Howard Marks put it nicely when he said that, rather than worrying about share price volatility, ‘The possibility of permanent loss is the risk I worry about… and every practical investor I know worries about.’ When we think about how risky a company is, we always like to look at its use of debt, since debt overload can lead to ruin. We can see that Colfax Corporation (NYSE:CFX) does use debt in its business. But is this debt a concern to shareholders?
When Is Debt Dangerous?
Debt is a tool to help businesses grow, but if a business is incapable of paying off its lenders, then it exists at their mercy. Part and parcel of capitalism is the process of ‘creative destruction’ where failed businesses are mercilessly liquidated by their bankers. However, a more common (but still painful) scenario is that it has to raise new equity capital at a low price, thus permanently diluting shareholders. Of course, debt can be an important tool in businesses, particularly capital heavy businesses. The first step when considering a company’s debt levels is to consider its cash and debt together.
How Much Debt Does Colfax Carry?
As you can see below, Colfax had US$2.21b of debt at April 2021, down from US$2.54b a year prior. However, it does have US$763.7m in cash offsetting this, leading to net debt of about US$1.45b.
How Healthy Is Colfax’s Balance Sheet?
We can see from the most recent balance sheet that Colfax had liabilities of US$1.56b falling due within a year, and liabilities of US$2.22b due beyond that. Offsetting these obligations, it had cash of US$763.7m as well as receivables valued at US$553.8m due within 12 months. So its liabilities total US$2.46b more than the combination of its cash and short-term receivables.
Colfax has a market capitalization of US$6.11b, so it could very likely raise cash to ameliorate its balance sheet, if the need arose. But it’s clear that we should definitely closely examine whether it can manage its debt without dilution.
In order to size up a company’s debt relative to its earnings, we calculate its net debt divided by its earnings before interest, tax, depreciation, and amortization (EBITDA) and its earnings before interest and tax (EBIT) divided by its interest expense (its interest cover). This way, we consider both the absolute quantum of the debt, as well as the interest rates paid on it.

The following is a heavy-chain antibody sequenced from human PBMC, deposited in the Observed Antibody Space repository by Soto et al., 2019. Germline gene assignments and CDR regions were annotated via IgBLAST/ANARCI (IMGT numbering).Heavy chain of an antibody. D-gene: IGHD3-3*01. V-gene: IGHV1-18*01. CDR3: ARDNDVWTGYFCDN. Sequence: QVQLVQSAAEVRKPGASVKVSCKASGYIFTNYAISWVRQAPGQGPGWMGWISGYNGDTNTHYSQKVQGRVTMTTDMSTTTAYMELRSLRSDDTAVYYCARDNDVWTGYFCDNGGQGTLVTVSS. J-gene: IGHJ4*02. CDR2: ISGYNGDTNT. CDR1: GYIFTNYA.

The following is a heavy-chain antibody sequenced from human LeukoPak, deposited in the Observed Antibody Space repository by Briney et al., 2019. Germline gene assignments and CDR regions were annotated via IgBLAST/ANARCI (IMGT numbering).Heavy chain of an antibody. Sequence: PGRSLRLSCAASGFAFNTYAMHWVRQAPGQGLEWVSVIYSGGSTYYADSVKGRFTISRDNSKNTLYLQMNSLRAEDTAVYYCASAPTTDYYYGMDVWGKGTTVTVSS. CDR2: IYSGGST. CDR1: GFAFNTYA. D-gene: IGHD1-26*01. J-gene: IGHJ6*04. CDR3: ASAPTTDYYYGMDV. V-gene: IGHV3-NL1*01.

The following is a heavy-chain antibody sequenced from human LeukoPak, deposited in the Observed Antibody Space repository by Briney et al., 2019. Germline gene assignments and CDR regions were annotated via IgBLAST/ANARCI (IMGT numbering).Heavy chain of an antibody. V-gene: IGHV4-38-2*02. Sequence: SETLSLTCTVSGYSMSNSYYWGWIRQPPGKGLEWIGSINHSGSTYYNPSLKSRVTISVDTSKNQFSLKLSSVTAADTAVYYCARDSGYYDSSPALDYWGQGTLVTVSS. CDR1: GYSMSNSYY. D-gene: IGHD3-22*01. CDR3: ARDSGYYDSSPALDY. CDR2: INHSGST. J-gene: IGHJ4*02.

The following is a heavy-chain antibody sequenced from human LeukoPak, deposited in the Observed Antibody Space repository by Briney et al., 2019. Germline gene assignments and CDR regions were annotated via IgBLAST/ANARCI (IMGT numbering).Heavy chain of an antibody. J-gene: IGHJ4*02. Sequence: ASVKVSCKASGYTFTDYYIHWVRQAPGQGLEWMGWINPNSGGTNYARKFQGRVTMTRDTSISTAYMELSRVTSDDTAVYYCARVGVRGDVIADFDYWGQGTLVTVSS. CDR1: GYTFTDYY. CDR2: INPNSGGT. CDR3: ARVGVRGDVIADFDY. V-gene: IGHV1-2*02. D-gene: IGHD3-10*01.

While Colfax’s debt to EBITDA ratio (3.1) suggests that it uses some debt, its interest cover is very weak, at 2.0, suggesting high leverage. It seems that the business incurs large depreciation and amortisation charges, so maybe its debt load is heavier than it would first appear, since EBITDA is arguably a generous measure of earnings. It seems clear that the cost of borrowing money is negatively impacting returns for shareholders, of late. Worse, Colfax’s EBIT was down 32% over the last year. If earnings keep going like that over the long term, it has a snowball’s chance in hell of paying off that debt. When analysing debt levels, the balance sheet is the obvious place to start. But it is future earnings, more than anything, that will determine Colfax’s ability to maintain a healthy balance sheet going forward.
But our final consideration is also important, because a company cannot pay debt with paper profits; it needs cold hard cash. So the logical step is to look at the proportion of that EBIT that is matched by actual free cash flow. Over the most recent three years, Colfax recorded free cash flow worth 55% of its EBIT, which is around normal, given free cash flow excludes interest and tax. This free cash flow puts the company in a good position to pay down debt, when appropriate.
To be frank both Colfax’s interest cover and its track record of (not) growing its EBIT make us rather uncomfortable with its debt levels. But at least it’s pretty decent at converting EBIT to free cash flow; that’s encouraging. Looking at the balance sheet and taking into account all these factors, we do believe that debt is making Colfax stock a bit risky. That’s not necessarily a bad thing, but we’d generally feel more comfortable with less leverage. There’s no doubt that we learn most about debt from the balance sheet. However, not all investment risk resides within the balance sheet – far from it.